I'm sitting in my hotel room waiting for Ed and Brian to arrive. I expected them before this, so I figure if I start writing a blog entry they'll come almost instantly. For those of you who don't know every detail of my life, Brian is my boss and the president of Qp3 Training Systems. Ed is the senior trainer. I've known both of them since I was thirteen years old (Ed was the youth leader of a Christian group that Brian and I attended).
Anyway, Brian is here just for a few days -- to be sure that everything runs smoothly in my facility because it's our first time there. Ed and I will be teaching the same thing at the same time in two different locations. I'm not sure what we're doing today -- we have to run over to Ed's training center to get some papers that I'll need for tomorrow, but otherwise I don't know what's going on. I really don't want to hang out and watch football, although that is probably what they will do. I have food to eat in my room (although I need iced tea), so I may run around with them for a bit and then bow out.
What I'd like to do is stay in my room and get completely ready for tomorrow. I've done this a hundred times, but I still think I'm going to forget everything when I get up there to teach. And Brian will be watching me tomorrow! (He doesn't make me nervous, though, really. I HAVE done this a hundred times, after all.)
I have some paperwork to do; I usually leave it until Tuesday or Wednesday because I don't teach on those days. The students will be shuttled over to Ed's training facility and a respiratory therapist will teach them the clinical portions of their training for those two days. I will sit in the conference room and make up my files, set up my grade sheet, get my expenses up to date, get the student summaries set up, etc. And -- I have a rolling filing cabinet that looks like a mini-tornado has been through it. Seriously. One of my goals this trip is to fix that. Oh -- I have a new video camera that I have to know how to use by Saturday. That's definitely on the agenda.
Have I mentioned that I am reading Orthodoxy by G. K. Chesterton (or "Gilbert Keith," as I like to call him)? There is a certain way of writing that was so evident at the beginning of the last century (and particularly by Englishmen) that Chesterton does in spades. It's wonderful, glorious, smart, witty -- amazing, really. Let me share with you an example (it's kind of long-ish, but fabulous):
The truth is that there is a real humility typical of our time; but it so happens that it is practically a more poisonous humility than the wildest prostrations of the ascetic. The old humility was a spur that prevented a man from stopping; not a nail in his boot that prevented him from going on. For the old humility made a man doubtful about his efforts, which might make him work harder.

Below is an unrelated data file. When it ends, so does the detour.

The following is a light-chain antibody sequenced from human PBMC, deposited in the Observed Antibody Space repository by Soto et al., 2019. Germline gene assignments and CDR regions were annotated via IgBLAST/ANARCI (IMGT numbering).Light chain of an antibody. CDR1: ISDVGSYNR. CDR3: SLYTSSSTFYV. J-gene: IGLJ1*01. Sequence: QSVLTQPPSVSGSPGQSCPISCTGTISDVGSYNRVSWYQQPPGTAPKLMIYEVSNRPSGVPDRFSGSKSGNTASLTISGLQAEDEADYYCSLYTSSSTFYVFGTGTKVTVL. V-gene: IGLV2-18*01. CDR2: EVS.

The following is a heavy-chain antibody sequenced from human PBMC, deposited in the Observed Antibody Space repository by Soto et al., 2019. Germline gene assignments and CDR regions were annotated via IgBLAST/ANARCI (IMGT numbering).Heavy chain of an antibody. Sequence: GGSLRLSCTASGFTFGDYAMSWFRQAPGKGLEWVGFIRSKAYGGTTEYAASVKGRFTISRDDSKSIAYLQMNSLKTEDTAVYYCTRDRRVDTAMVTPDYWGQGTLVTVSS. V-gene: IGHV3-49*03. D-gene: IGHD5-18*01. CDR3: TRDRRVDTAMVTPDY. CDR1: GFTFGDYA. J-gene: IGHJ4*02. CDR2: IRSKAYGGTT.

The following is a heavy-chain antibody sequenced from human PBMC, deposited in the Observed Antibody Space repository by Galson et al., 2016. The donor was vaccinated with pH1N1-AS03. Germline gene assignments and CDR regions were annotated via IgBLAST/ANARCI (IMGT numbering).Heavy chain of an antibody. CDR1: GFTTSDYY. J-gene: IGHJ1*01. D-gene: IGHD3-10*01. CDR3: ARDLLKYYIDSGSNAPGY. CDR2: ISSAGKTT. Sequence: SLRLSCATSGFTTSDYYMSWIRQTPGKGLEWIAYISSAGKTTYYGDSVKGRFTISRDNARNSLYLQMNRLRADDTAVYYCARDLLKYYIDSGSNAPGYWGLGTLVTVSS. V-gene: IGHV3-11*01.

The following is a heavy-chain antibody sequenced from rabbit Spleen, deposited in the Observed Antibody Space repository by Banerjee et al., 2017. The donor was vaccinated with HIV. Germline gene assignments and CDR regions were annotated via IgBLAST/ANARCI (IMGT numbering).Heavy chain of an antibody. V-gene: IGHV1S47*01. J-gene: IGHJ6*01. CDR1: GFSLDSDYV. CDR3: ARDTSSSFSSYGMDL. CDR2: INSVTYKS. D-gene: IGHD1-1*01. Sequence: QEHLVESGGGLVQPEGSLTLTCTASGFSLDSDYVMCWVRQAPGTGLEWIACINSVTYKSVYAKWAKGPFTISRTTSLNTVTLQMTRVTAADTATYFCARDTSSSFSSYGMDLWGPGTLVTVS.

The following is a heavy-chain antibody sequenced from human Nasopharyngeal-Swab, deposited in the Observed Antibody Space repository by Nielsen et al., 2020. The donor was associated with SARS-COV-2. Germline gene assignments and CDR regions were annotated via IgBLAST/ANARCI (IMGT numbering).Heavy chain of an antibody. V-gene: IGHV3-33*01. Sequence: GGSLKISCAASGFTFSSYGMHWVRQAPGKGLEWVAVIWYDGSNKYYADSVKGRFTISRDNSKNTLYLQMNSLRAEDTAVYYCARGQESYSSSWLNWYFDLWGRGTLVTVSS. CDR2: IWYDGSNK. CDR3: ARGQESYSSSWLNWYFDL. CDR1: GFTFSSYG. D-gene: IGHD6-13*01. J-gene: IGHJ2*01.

But the new humility makes a man doubtful about his aims, which will make him stop working altogether.
At any street corner we may meet a man who utters the frantic and blasphemous statement that he may be wrong. Every day one comes across somebody who says that of course his view may not be the right one. Of course his view must be the right one, or it is not his view. We are on the road to producing a race of men too mentally modest to believe in the multiplication table.
We are in danger of seeing philosophers who doubt the law of gravity as being a mere fancy of their own. Scoffers of old time were too proud to be convinced; but these are too humble to be convinced.
The meek do inherit the earth; but the modern sceptics are too meek even to claim their inheritance. It is exactly this intellectual helplessness which is our second problem.
Do you see what I mean? I love that. I love the multiplication-table line especially. And doesn't it sound like today? If this was a problem in Chesterton's day (he published this in 1908) we can surely say that the more things change, the more they stay the same. We call it "multiculturalism" now, or "moral relativism." Nothing can be better than something else -- at least, nothing I believe can be better than something someone else believes. Such a sweet, reasonable-sounding lie!
Anyway, my biggest problem with this book is that I like to read late at night and my brain isn't awake enough to swallow Chesterton whole. I know this is a book that needs to be read more than once. I know this for two reasons: first, because John Piper wrote that this is one of only a couple of books that he re-reads. But second, because I read about half of it once before and am getting so much more out of this second go round. So I am trying to sneak in some reading during the day when I'm more alert, but I will not be too hard on myself if I struggle in the evening. After all, there won't be a test.
Okay, my theory has been proven false. No Ed or Brian. I am THIS CLOSE to going to Dierberg's to stock up on bottled iced tea. That would definitely make them come (although I think Ed might have to go to Dierberg's, too, and I feel like I ought to wait for him).